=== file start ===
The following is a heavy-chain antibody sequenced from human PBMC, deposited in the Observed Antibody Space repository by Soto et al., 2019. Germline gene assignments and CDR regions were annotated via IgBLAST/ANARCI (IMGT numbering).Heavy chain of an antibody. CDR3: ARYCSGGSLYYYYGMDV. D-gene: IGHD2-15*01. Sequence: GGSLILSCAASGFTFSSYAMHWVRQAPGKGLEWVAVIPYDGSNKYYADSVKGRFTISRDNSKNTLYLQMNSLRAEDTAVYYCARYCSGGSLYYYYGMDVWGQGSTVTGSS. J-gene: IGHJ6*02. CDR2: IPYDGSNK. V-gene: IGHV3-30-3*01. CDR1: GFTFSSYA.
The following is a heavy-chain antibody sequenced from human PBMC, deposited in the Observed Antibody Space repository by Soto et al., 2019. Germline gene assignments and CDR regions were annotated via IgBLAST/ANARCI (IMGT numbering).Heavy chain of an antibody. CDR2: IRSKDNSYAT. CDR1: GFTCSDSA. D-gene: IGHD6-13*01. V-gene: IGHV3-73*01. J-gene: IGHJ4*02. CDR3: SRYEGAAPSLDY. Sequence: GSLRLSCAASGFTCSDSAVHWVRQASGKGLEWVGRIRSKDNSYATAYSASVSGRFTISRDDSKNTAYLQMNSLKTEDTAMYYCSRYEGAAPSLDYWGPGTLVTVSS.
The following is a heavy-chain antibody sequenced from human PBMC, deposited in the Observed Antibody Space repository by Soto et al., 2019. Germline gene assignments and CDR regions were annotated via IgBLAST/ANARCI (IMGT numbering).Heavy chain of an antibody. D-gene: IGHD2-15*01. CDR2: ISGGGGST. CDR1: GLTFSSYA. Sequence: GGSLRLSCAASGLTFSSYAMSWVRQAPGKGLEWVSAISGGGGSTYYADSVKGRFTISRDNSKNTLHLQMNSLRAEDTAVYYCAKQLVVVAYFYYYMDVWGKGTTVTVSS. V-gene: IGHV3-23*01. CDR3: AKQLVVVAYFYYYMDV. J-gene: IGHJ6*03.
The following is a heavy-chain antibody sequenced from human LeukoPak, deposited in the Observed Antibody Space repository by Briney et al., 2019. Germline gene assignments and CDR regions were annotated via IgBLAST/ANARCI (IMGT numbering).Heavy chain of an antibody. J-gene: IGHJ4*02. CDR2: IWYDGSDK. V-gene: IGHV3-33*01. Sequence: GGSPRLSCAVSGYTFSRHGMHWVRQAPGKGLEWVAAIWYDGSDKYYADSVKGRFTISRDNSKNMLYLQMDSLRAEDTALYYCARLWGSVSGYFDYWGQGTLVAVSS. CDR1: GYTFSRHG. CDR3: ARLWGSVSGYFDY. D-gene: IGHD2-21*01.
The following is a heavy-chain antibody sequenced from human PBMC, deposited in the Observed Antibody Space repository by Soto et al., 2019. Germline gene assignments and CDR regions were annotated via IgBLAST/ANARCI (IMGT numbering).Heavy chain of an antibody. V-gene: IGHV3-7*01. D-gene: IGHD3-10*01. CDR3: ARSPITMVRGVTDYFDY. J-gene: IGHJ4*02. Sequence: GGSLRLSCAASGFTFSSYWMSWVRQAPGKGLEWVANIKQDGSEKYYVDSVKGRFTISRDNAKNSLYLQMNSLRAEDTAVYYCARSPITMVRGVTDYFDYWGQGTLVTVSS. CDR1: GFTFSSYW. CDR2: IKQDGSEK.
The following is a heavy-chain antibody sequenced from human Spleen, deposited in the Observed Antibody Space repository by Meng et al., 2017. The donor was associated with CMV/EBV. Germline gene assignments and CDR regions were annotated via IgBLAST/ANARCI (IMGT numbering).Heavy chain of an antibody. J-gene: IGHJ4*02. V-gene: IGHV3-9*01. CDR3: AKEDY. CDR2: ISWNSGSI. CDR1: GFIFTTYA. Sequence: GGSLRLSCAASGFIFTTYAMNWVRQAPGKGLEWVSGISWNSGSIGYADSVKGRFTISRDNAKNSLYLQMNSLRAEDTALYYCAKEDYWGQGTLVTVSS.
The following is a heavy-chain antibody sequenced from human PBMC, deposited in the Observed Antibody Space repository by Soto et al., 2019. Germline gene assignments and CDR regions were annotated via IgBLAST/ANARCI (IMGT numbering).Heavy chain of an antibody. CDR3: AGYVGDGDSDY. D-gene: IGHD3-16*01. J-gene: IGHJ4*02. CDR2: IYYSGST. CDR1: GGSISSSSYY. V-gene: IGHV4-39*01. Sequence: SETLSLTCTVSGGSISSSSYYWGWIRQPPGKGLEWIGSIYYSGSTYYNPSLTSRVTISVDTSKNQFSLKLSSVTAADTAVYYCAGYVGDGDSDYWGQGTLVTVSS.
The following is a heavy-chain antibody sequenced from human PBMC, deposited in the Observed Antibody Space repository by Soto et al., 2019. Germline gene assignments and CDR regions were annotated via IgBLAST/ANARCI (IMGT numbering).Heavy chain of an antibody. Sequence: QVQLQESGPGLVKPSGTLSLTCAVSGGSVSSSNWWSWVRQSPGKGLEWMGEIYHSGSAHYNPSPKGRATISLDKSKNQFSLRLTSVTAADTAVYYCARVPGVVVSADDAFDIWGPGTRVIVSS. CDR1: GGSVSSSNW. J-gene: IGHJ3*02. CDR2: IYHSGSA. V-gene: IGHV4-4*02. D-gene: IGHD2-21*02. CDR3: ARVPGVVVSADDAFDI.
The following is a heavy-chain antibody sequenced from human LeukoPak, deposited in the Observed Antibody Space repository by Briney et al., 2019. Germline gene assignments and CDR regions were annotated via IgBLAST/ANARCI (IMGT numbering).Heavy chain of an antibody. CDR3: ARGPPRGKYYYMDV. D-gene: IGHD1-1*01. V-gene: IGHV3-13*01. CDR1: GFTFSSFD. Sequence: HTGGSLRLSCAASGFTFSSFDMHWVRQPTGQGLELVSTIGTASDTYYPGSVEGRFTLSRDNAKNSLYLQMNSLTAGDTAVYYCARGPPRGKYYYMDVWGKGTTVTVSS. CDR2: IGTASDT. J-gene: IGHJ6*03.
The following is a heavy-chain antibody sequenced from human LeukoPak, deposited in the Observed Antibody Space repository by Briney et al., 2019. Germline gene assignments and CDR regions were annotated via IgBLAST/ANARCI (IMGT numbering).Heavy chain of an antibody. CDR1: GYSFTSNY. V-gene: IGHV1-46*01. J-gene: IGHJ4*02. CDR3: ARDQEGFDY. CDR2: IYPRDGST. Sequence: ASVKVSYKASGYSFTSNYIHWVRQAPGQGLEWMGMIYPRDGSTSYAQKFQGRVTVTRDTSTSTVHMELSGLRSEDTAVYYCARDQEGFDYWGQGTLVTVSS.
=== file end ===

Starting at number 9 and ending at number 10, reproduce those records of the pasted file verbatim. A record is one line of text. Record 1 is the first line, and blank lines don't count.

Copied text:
The following is a heavy-chain antibody sequenced from human LeukoPak, deposited in the Observed Antibody Space repository by Briney et al., 2019. Germline gene assignments and CDR regions were annotated via IgBLAST/ANARCI (IMGT numbering).Heavy chain of an antibody. CDR3: ARGPPRGKYYYMDV. D-gene: IGHD1-1*01. V-gene: IGHV3-13*01. CDR1: GFTFSSFD. Sequence: HTGGSLRLSCAASGFTFSSFDMHWVRQPTGQGLELVSTIGTASDTYYPGSVEGRFTLSRDNAKNSLYLQMNSLTAGDTAVYYCARGPPRGKYYYMDVWGKGTTVTVSS. CDR2: IGTASDT. J-gene: IGHJ6*03.
The following is a heavy-chain antibody sequenced from human LeukoPak, deposited in the Observed Antibody Space repository by Briney et al., 2019. Germline gene assignments and CDR regions were annotated via IgBLAST/ANARCI (IMGT numbering).Heavy chain of an antibody. CDR1: GYSFTSNY. V-gene: IGHV1-46*01. J-gene: IGHJ4*02. CDR3: ARDQEGFDY. CDR2: IYPRDGST. Sequence: ASVKVSYKASGYSFTSNYIHWVRQAPGQGLEWMGMIYPRDGSTSYAQKFQGRVTVTRDTSTSTVHMELSGLRSEDTAVYYCARDQEGFDYWGQGTLVTVSS.